XIX The effects of intellectualism
There are so many things in human life which are not dreamt of in our popular philosophy. The spread of knowledge seems to be the most beneficial of human activities, and yet every period of decline is characterrised by this expansion of intellectual activity. ‘All the Athenians and strangers which were there spent their time in nothing else, but either to tell or to hear some new thing’ is the description given in the Acts of the Apostles of the decline of Greek intellectualism.

The Age of Intellect is accompanied by surprising advances in natural science. In the ninth century, for example, in the age of Mamun, the Arabs measured the circumference of the earth with remarkable accuracy. Seven centuries were to pass before Western Europe discovered that the world was not flat. Less than fifty years after the amazing scientific discoveries under Mamun, the Arab Empire collapsed. Wonderful and beneficent as was the progress of science, it did not save the empire from chaos.

The full flowering of Arab and Persian intellectualism did not occur until after their imperial and political collapse. Thereafter the intellectuals attained fresh triumphs in the academic field, but politically they became the abject servants of the often illiterate rulers. When the Mongols conquered Persia in the thirteenth century, they were themselves entirely uneducated and were obliged to depend wholly on native Persian officials to administer the country and to collect the revenue. They retained as wazeer, or Prime Minister, one Rashid al- Din, a historian of international repute. Yet the Prime Minister, when speaking to the Mongol II Khan, was obliged to remain throughout the interview on his knees. At state banquets, the Prime Minister stood behind the Khan’s seat to wait upon him. If the Khan were in a good mood, he occasionally passed his wazeer a piece of food over his shoulder.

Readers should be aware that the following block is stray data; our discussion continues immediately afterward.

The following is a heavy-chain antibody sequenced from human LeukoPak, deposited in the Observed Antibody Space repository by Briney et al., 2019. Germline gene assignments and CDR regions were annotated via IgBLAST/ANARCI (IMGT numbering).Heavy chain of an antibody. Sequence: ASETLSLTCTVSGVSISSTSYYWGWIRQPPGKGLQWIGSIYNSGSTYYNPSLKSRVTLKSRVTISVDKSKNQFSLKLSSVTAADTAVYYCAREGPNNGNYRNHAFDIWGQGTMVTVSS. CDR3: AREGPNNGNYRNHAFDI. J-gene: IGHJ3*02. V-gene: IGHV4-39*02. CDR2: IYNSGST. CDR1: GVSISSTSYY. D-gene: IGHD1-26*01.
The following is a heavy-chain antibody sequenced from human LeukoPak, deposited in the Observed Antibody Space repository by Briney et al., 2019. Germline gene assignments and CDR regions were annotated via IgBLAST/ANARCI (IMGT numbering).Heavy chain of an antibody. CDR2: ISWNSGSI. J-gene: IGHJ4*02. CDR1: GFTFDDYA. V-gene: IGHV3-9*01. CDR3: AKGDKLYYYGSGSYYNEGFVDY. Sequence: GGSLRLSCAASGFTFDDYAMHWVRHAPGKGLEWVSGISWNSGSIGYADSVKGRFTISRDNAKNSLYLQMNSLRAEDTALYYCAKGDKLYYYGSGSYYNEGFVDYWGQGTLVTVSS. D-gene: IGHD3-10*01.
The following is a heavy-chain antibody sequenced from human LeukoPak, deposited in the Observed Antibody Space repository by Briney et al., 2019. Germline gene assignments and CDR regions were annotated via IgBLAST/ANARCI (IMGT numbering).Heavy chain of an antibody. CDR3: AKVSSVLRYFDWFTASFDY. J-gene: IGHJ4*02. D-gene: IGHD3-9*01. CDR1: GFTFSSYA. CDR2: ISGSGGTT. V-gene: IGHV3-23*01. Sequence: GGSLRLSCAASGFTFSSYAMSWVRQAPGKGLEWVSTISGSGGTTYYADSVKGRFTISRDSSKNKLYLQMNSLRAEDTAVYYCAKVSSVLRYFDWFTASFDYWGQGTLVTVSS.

As in the case of the Athenians, intellectualism leads to discussion, debate and argument, such as is typical of the Western nations today. Debates in elected assemblies or local committees, in articles in the Press or in interviews on television— endless and incessant talking.

Men are interminably different, and intellectual arguments rarely lead to agreement. Thus public affairs drift from bad to worse, amid an unceasing cacophony of argument. But this constant dedication to discussion seems to destroy the power of action. Amid a Babel of talk, the ship drifts on to the rocks.” – Sir John Glubb, The Fate of Empires